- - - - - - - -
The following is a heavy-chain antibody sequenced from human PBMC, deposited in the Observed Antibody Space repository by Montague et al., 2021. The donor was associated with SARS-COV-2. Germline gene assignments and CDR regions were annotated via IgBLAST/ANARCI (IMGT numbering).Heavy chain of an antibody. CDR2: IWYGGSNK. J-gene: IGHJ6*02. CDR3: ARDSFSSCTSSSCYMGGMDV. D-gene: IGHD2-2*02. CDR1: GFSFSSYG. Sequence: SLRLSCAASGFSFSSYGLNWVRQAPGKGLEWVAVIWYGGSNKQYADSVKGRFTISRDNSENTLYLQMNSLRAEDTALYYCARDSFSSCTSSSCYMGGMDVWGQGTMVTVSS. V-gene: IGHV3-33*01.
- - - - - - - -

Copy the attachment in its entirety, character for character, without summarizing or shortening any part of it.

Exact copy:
The following is a heavy-chain antibody sequenced from human PBMC, deposited in the Observed Antibody Space repository by Montague et al., 2021. The donor was associated with SARS-COV-2. Germline gene assignments and CDR regions were annotated via IgBLAST/ANARCI (IMGT numbering).Heavy chain of an antibody. CDR2: IWYGGSNK. J-gene: IGHJ6*02. CDR3: ARDSFSSCTSSSCYMGGMDV. D-gene: IGHD2-2*02. CDR1: GFSFSSYG. Sequence: SLRLSCAASGFSFSSYGLNWVRQAPGKGLEWVAVIWYGGSNKQYADSVKGRFTISRDNSENTLYLQMNSLRAEDTALYYCARDSFSSCTSSSCYMGGMDVWGQGTMVTVSS. V-gene: IGHV3-33*01.